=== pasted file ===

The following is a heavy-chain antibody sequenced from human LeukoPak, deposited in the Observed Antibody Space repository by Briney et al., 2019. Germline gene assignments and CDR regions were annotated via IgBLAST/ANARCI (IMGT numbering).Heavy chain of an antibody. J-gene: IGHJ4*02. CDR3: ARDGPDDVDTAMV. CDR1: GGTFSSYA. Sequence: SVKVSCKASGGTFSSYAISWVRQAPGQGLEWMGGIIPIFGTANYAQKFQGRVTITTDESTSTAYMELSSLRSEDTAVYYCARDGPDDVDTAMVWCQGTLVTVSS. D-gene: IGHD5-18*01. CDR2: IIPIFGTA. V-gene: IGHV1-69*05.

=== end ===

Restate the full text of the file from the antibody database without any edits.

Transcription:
The following is a heavy-chain antibody sequenced from human LeukoPak, deposited in the Observed Antibody Space repository by Briney et al., 2019. Germline gene assignments and CDR regions were annotated via IgBLAST/ANARCI (IMGT numbering).Heavy chain of an antibody. J-gene: IGHJ4*02. CDR3: ARDGPDDVDTAMV. CDR1: GGTFSSYA. Sequence: SVKVSCKASGGTFSSYAISWVRQAPGQGLEWMGGIIPIFGTANYAQKFQGRVTITTDESTSTAYMELSSLRSEDTAVYYCARDGPDDVDTAMVWCQGTLVTVSS. D-gene: IGHD5-18*01. CDR2: IIPIFGTA. V-gene: IGHV1-69*05.